Case Presentation: A 66-year-old man with a history of stage IIId melanoma, who received 6 cycles of Nivolumab, presented with anorexia and persistent large-volume diarrhea. Initial workup included a non-elevated white blood cell count of 6.9 k/mm3 and a creatinine of 1.6 mg/dL from baseline creatinine of 0.8 mg/dL. CT imaging of the abdomen showed wall thickening and hyperenhancement of the duodenum and proximal jejunum with distension of stomach, small and large bowels. Due to a lack of leukocytosis, fever, or other signs of infection, a presumptive diagnosis of immunotherapy-induced colitis was made. He was started on methylprednisolone at 1 mg/kg/day (100 kg daily). His symptoms initially mildly improved, but then worsened within three days. C. difficile toxin polymerase chain reaction (PCR) testing was found to be positive. Steroid therapy was stopped and oral vancomycin was started. Symptoms persisted after four days of antibiotic therapy. Subsequently, IV metronidazole and rectal vancomycin were added to his regimen. Worsening abdominal pain and distention prompted daily abdominal x-rays for monitoring of colonic dilation. He was then started on fidaxomicin, after which his abdominal pain began to abate, diarrhea began to lessen, and subsequent x-rays showed slow resolution of his dilated colon. Due to continued severe diarrhea, a cytotoxicity assay for C. difficile was obtained on day eight of antibiotic therapy. This assay was negative on day ten, and therefore high-dose steroid therapy was resumed in addition to continuing IV metronidazole and fidaxomicin. His clinical status began to improve shortly, with the resolution of diarrhea and abdominal pain.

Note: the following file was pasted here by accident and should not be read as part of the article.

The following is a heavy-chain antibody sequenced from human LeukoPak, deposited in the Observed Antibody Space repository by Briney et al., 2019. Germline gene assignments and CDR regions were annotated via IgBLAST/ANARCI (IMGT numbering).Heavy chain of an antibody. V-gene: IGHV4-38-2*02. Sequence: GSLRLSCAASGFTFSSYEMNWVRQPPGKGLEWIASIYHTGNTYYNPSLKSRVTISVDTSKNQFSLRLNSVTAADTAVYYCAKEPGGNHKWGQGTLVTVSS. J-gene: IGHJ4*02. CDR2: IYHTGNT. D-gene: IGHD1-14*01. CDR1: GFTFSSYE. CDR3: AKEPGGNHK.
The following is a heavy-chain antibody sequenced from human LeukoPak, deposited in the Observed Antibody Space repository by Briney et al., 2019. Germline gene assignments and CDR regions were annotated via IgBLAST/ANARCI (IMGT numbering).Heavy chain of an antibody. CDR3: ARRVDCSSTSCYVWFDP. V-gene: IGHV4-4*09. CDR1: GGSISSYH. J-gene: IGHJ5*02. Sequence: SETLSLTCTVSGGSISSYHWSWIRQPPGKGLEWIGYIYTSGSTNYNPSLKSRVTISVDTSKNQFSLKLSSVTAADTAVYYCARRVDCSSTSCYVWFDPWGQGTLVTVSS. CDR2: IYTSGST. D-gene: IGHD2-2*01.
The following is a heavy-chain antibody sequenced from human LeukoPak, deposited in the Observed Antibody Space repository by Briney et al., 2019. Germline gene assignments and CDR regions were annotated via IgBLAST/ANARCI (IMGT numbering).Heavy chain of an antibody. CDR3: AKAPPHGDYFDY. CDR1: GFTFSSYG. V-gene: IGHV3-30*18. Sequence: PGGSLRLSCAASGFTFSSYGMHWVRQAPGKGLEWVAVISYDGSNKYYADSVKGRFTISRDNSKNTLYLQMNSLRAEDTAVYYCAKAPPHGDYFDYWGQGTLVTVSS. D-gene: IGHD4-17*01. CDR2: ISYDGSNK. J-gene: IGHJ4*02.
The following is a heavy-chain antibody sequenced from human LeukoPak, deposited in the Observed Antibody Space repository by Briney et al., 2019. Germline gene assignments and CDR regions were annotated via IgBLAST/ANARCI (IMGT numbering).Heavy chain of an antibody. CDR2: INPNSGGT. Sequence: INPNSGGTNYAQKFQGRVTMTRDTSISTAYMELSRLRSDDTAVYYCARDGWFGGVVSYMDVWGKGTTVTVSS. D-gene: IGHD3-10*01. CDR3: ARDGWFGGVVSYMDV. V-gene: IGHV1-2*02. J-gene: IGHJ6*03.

Discussion: Nivolumab is an immune checkpoint inhibitor (ICI) that blocks signaling from human programmed death receptor-1 (PD-1). Nivolumab-induced colitis is a known immune-mediated complication of therapy that can be fatal if left untreated. Treatment is with high dose steroids, but concurrence with an infectious cause of colitis complicates management and delays resolution. Combined Clostridium difficile infection (CDI) and ICI-induced colitis has been rarely described, and there is no standard treatment protocol. The few cases that have been reported showed response to a combination of metronidazole, vancomycin, and steroids. To our knowledge, this is the first reported case of CDI with ICI-induced colitis in which a comparable approach was unsuccessful, prompting employment of fidaxomicin. As per the current Infectious Diseases Society of America (IDSA) guidelines, oral vancomycin and fidaxomicin are preferred over metronidazole for non-severe and severe CDI. Thus, to treat refractory CDI, we added fidaxomicin to our patient’s therapy. Additionally, we believe this to be the first reported case where a cytotoxicity assay was used as an indicator for resolution of CDI.
Conclusions: ICI-induced colitis that is refractory to steroids should alert physicians to investigate for additional causes of diarrhea. CDI must be promptly considered in treatment-refractory cases, with early guideline-directed treatment. A cytotoxicity assay can also help clinicians guide the timing of steroid therapy for concurrent ICI-induced colitis.